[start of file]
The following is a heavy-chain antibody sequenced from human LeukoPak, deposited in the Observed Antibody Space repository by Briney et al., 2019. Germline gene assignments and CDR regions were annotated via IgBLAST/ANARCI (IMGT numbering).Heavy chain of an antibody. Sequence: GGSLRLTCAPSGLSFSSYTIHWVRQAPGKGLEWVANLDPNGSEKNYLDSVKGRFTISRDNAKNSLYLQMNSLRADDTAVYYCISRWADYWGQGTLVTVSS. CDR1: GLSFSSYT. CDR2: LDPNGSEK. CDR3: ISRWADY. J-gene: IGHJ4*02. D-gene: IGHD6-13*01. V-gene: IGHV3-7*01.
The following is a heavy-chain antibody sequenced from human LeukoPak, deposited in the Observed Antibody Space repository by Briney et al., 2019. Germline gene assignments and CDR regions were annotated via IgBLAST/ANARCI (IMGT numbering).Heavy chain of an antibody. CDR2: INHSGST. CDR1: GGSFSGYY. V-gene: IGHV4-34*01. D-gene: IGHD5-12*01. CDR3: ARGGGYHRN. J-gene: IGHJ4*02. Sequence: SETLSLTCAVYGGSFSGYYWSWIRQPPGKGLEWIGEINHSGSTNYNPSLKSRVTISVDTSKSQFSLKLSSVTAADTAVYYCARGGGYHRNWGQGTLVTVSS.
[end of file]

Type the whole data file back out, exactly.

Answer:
The following is a heavy-chain antibody sequenced from human LeukoPak, deposited in the Observed Antibody Space repository by Briney et al., 2019. Germline gene assignments and CDR regions were annotated via IgBLAST/ANARCI (IMGT numbering).Heavy chain of an antibody. Sequence: GGSLRLTCAPSGLSFSSYTIHWVRQAPGKGLEWVANLDPNGSEKNYLDSVKGRFTISRDNAKNSLYLQMNSLRADDTAVYYCISRWADYWGQGTLVTVSS. CDR1: GLSFSSYT. CDR2: LDPNGSEK. CDR3: ISRWADY. J-gene: IGHJ4*02. D-gene: IGHD6-13*01. V-gene: IGHV3-7*01.
The following is a heavy-chain antibody sequenced from human LeukoPak, deposited in the Observed Antibody Space repository by Briney et al., 2019. Germline gene assignments and CDR regions were annotated via IgBLAST/ANARCI (IMGT numbering).Heavy chain of an antibody. CDR2: INHSGST. CDR1: GGSFSGYY. V-gene: IGHV4-34*01. D-gene: IGHD5-12*01. CDR3: ARGGGYHRN. J-gene: IGHJ4*02. Sequence: SETLSLTCAVYGGSFSGYYWSWIRQPPGKGLEWIGEINHSGSTNYNPSLKSRVTISVDTSKSQFSLKLSSVTAADTAVYYCARGGGYHRNWGQGTLVTVSS.